No. 119.  Long Live Great Bardfield, by Tirzah Garwood
{I take it back; this is one I long to read most}


No. 125.  Guard Your Daughters,  by Diana Tutton
{because the library had it, though not the Persephone edition,
and it sounds like fun}


No. 70.  Plats du Jour, by Patience Gray {because I also want to read
the new biography of Patience Gray that just come out}


February 9, 2018

Lovely endpapers











In celebration of the Persephone Readathon, Day 9, here, in no particular order, are my favorite endpapers. I've read some of these, and hope to read some others, but except for the unusual one in the middle, there doesn't seem to be a strong correlation between my endpaper love and my interest in the contents, and that's probably a good thing.

As for reading, I'm about halfway through this one ...


... which I'm enjoying very much, (the book, not the endapaper especially). :)


January 14, 2018

'...am ever...your devotissimo'



Finally.  I was over the moon last fall when I heard that 'Henry James and American Painting,' an exhibit at the Morgan Library in New York, was about to open at the Isabella Stewart Gardner Museum here.  Even though I've read several biographies of HJ and one of ISG, I don't remember reading that they were friends (it has been a while...); I didn't realize it until I found this book.  (I've also learned, now, that ISG and Edith Wharton were frenemies.)  I was lucky enough to get the usually unavailable library pass back in November, but I was sick when the day came. Undaunted, I snagged the pass on the only day it was available in all of December, only to drive over on a frigid day and see a line of 50 or 60 people - outside. I just couldn't do it, and I excuse myself for whining about this only because I think Henry would have, too. :)

But today, on almost the last chance, I got there,and got in, and it was so lovely. The museum's special exhibits are usually small, but they're so well done. The gist of this one was that HJ was part of a community of artists of all kinds, and saw all arts as one.  He met ISG in London, and insisted on introducing her to his friend John Singer Sargent, who would eventually paint portraits of both of them. (The docent who gave an excellent gallery talk explained that when Mrs. Gardner saw Sargent's scandalous painting of Madame Gautreau, she commissioned a similar portrait of herself.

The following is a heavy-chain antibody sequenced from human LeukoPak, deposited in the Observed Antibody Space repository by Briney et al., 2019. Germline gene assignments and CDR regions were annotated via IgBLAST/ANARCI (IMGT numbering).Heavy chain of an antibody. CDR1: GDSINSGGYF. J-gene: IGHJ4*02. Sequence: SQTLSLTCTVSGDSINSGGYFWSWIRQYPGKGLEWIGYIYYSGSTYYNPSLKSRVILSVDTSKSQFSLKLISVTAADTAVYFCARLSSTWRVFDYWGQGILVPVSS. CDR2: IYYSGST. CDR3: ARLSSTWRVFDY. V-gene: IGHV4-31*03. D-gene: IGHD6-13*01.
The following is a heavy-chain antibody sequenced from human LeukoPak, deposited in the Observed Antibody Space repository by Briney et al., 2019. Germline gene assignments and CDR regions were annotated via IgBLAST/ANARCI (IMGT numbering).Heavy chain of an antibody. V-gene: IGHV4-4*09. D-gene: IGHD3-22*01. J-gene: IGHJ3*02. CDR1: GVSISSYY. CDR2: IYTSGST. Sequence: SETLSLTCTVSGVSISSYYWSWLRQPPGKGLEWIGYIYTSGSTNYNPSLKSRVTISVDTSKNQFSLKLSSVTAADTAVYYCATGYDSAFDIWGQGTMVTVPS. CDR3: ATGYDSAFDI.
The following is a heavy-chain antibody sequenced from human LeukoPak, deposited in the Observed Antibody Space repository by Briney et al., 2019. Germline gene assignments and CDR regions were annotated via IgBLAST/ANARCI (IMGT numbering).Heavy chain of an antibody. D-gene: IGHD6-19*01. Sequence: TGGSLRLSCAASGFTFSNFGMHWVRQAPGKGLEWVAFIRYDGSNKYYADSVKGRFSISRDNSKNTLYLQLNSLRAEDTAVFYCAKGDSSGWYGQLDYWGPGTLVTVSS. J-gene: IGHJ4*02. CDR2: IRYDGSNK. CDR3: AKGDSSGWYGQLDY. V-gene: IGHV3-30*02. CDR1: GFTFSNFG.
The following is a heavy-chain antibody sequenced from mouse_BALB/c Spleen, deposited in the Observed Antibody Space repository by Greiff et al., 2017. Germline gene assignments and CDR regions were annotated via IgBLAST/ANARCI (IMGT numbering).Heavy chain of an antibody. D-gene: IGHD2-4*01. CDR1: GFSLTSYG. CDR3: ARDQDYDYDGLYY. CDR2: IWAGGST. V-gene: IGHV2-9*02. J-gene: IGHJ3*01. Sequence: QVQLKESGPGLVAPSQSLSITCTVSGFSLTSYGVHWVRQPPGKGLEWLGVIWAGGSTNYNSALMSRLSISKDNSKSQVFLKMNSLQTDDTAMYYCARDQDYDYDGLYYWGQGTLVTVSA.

The label notes that 'James drew on Gardner's limitless energies and penchant for feminine luxuries, such as her famous strands of pearls, for fictional characters.' (Mr. Gardner, on the other hand,  disliked the portrait so much that he refused to allow it to be exhibited in public during his lifetime.)  Since the objects in the museum don't have conventional museum labels, I didn't realize that this small painting by James McNeil Whistler that I've always liked is also a portrait commissioned by Mrs. Gardner...


There were about a dozen paintings in the exhibit, and lots of other wonderful things -- pages from Mrs. Gardner's photo albums, an early assessment from a publisher's reader panning the The Ambassadors, a page from the manuscript of What Maisie Knew, corrected by HJ...


and some letters, which were of course delightful; in one, HJ invites ISG to visit him at Lamb House, saying that he 'can put you up very decently & can even manage a maid if she isn't very haughty.'  And I learned (from the docent) that Henry studied (briefly, thank goodness) at Harvard Law School, where I work.

There was time, after, to visit some of my favorite rooms in the museum, to remember that Henry will always be there, in the Blue Room ...


and to be touched, as always, by what the museum has lost ...


and to be happy that it's orchid season in the courtyard.



January 7, 2018

The Word Detective



      Lexicography is pretty sharp-edged. There's no place for wobbly or brittle thinking. You see a problem and leap in to solve it; you don't wallow in it, indulging yourself in the beauties of the language. It's necessary to compare the usage you are addressing with hundreds of other examples from the same semantic area, to see what is special about your use. Or if you are trying to write or update a definition, you assume all of your source material is wrong until it proves itself not to be. You need a scientist's sense of distrust and a writer's sense of elegance.
      People often think lexicography is easy; it's not. It involves qualities most people don't have. Stamina, for one. There are times I think that's the most important quality for a lexicographer. ...